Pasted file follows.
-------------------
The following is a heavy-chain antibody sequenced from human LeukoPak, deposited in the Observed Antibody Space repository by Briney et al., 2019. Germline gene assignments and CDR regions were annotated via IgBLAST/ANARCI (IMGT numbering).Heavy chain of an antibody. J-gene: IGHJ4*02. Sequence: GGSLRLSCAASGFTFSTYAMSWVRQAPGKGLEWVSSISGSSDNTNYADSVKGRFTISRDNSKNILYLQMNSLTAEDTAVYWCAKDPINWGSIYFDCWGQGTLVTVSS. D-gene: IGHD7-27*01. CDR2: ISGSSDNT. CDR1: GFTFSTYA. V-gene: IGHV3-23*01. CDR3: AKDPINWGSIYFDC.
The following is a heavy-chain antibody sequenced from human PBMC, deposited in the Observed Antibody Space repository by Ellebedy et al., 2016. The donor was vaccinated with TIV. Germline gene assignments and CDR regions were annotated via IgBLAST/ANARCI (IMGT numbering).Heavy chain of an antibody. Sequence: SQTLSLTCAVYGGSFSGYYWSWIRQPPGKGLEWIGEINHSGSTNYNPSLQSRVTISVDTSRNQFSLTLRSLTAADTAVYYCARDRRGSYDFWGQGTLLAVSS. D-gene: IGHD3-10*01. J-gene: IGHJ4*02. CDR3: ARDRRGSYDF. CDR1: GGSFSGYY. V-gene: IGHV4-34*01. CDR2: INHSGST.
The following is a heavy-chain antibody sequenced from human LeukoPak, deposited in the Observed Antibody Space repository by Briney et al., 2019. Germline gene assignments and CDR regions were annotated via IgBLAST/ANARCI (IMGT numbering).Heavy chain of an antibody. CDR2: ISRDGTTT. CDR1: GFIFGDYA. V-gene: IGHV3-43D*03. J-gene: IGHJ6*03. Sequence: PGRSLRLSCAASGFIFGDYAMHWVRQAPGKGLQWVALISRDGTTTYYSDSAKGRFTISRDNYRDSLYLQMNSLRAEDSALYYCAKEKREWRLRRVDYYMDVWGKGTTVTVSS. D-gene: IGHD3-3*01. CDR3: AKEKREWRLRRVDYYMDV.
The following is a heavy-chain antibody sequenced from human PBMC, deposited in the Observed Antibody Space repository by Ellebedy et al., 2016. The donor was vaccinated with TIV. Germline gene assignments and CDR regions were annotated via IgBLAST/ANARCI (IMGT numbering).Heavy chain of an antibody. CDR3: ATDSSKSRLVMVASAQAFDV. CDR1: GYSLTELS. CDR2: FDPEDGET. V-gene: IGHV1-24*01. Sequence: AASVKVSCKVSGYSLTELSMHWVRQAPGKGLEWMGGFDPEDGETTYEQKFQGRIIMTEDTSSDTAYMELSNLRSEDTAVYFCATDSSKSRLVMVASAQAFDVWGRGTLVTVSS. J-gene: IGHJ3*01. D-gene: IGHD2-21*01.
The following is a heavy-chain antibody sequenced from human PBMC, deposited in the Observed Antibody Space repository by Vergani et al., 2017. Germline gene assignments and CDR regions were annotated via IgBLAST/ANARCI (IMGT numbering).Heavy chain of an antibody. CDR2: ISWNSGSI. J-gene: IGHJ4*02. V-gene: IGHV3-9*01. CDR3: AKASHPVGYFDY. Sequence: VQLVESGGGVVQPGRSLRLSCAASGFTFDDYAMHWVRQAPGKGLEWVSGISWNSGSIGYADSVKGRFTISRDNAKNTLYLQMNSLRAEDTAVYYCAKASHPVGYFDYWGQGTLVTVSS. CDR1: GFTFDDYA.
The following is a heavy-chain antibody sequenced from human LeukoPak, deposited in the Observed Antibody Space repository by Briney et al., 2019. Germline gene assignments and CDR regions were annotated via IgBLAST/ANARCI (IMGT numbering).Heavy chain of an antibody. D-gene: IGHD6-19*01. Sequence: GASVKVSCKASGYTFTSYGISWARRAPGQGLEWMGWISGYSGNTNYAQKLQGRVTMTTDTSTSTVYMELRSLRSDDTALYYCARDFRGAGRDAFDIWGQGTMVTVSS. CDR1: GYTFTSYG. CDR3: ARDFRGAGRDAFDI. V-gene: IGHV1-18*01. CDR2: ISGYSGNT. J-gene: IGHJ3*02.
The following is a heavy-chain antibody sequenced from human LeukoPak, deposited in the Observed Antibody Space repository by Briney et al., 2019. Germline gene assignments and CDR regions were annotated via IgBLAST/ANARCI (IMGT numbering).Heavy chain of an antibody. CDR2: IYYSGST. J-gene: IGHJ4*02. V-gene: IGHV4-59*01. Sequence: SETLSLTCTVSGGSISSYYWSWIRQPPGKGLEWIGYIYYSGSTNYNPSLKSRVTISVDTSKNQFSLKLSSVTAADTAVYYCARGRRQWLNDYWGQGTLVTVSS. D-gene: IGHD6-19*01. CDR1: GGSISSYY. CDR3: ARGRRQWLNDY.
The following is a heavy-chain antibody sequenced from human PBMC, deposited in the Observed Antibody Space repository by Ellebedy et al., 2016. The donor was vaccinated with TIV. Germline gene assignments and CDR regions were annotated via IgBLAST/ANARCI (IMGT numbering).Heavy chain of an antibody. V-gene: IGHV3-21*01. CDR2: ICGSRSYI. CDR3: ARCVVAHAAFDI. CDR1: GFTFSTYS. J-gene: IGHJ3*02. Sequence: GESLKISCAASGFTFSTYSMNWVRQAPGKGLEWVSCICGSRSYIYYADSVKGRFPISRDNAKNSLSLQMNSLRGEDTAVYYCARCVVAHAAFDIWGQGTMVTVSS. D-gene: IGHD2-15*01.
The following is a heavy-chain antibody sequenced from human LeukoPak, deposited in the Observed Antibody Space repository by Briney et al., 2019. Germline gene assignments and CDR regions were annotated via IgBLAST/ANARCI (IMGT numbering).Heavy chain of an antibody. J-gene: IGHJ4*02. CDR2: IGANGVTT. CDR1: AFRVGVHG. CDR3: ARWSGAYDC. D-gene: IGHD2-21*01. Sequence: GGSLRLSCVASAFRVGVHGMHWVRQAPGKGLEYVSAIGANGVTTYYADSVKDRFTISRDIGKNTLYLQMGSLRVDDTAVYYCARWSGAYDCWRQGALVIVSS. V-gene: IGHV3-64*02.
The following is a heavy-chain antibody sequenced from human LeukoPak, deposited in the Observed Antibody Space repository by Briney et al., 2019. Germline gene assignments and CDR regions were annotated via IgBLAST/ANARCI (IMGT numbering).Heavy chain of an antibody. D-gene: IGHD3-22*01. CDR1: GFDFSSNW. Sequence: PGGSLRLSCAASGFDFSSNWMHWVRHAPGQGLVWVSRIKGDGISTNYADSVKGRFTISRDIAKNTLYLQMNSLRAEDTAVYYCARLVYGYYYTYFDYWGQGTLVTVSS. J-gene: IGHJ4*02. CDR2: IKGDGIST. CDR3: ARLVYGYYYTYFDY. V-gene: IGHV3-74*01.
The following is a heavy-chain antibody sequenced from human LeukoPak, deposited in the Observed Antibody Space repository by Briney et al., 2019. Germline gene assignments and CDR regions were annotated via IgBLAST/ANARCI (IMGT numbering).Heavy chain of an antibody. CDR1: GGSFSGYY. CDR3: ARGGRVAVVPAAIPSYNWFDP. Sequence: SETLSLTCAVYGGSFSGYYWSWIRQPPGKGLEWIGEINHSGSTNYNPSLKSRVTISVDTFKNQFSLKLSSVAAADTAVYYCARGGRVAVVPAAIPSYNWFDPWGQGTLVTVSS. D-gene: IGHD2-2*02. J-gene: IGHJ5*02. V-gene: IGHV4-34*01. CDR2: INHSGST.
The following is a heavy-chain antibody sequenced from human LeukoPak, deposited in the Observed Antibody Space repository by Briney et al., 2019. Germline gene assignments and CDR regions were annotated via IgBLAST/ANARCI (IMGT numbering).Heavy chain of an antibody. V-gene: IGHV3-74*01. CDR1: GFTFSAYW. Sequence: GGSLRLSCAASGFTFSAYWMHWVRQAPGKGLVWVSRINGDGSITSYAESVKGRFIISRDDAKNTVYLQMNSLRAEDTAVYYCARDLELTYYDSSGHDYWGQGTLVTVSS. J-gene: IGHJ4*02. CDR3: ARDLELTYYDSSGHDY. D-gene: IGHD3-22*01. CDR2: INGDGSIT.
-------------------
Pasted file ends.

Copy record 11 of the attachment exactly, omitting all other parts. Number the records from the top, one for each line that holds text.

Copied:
The following is a heavy-chain antibody sequenced from human LeukoPak, deposited in the Observed Antibody Space repository by Briney et al., 2019. Germline gene assignments and CDR regions were annotated via IgBLAST/ANARCI (IMGT numbering).Heavy chain of an antibody. CDR1: GGSFSGYY. CDR3: ARGGRVAVVPAAIPSYNWFDP. Sequence: SETLSLTCAVYGGSFSGYYWSWIRQPPGKGLEWIGEINHSGSTNYNPSLKSRVTISVDTFKNQFSLKLSSVAAADTAVYYCARGGRVAVVPAAIPSYNWFDPWGQGTLVTVSS. D-gene: IGHD2-2*02. J-gene: IGHJ5*02. V-gene: IGHV4-34*01. CDR2: INHSGST.